A comparison of archaic and Mississippian subsistence strategies utilizing dental microwear texture analysis
Henson, Tracie L.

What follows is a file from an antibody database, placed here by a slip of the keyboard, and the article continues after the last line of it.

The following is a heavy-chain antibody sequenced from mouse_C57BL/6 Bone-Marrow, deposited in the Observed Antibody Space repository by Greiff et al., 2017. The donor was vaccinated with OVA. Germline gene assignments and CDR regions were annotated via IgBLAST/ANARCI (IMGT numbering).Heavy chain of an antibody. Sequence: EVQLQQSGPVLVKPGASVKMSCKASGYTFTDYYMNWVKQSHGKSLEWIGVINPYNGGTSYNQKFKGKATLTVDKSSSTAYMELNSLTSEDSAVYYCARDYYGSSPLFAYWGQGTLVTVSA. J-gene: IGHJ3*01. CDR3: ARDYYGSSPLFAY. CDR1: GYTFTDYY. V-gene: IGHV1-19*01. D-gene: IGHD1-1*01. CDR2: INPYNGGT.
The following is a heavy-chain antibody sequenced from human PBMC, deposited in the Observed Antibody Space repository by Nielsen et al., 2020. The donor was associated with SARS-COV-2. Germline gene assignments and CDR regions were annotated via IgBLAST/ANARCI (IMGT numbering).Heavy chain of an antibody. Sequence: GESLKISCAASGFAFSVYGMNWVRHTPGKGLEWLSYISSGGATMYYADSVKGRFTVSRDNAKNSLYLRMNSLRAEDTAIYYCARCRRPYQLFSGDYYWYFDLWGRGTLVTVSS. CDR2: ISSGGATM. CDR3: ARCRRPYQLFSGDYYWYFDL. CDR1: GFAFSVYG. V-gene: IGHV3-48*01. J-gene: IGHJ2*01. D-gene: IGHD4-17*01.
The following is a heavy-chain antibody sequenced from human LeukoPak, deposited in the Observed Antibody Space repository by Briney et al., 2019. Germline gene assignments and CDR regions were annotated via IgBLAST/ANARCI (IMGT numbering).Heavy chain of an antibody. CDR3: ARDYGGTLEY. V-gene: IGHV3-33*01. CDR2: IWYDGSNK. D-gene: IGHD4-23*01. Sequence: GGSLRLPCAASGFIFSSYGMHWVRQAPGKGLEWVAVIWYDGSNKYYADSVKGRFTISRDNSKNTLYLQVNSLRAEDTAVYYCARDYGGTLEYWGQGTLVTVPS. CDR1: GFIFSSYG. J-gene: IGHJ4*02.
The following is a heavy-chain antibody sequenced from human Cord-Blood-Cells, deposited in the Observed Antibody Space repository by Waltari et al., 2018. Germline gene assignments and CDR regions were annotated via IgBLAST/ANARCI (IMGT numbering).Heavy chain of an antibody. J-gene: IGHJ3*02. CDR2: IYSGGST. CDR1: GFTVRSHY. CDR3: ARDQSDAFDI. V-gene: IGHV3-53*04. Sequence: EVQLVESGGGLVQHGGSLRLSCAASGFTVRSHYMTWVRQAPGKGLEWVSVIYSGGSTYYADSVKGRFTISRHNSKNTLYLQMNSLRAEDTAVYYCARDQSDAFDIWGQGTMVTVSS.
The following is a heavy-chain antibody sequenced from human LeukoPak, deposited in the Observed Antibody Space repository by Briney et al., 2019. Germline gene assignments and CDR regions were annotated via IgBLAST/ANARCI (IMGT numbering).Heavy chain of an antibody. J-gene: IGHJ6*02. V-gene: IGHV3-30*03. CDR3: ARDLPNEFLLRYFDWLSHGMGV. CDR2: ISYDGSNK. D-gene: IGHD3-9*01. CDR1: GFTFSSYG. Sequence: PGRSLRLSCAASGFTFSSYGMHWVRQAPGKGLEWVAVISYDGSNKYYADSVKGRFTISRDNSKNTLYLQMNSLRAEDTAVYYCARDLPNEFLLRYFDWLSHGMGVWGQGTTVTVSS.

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Throughout the past, bioarchaeologists have been concerned with identifying subsistence strategies of past populations and when subsistence strategies have transitioned from foraging to agriculture practices. Specifically, one area of major concentration has been examining the transition from foraging to agriculture in the southeast of the present day United States. The present study examines the transition of subsistence practices in prehistoric Tennessee utilizing dental microwear texture analysis. This study examined a total of 49 individuals from Archaic and Mississippian sites. These were compared temporally by comparing Archaic microwear signatures to Mississippian microwear signatures, and geographically, through the comparison of each site in relation to its geographic location. Non-parametric Mann-Whitney U tests were utilized to determine if statistical significant differences existed between the Archaic and Mississippian groups analyzed, and to determine if statistical significant differences existed based on geographic location. Due to the small sample size utilized in the study, it must be stated that the results are preliminary and further testing using dental microwear texture analysis needs to be undertaken in order to better understand the results.
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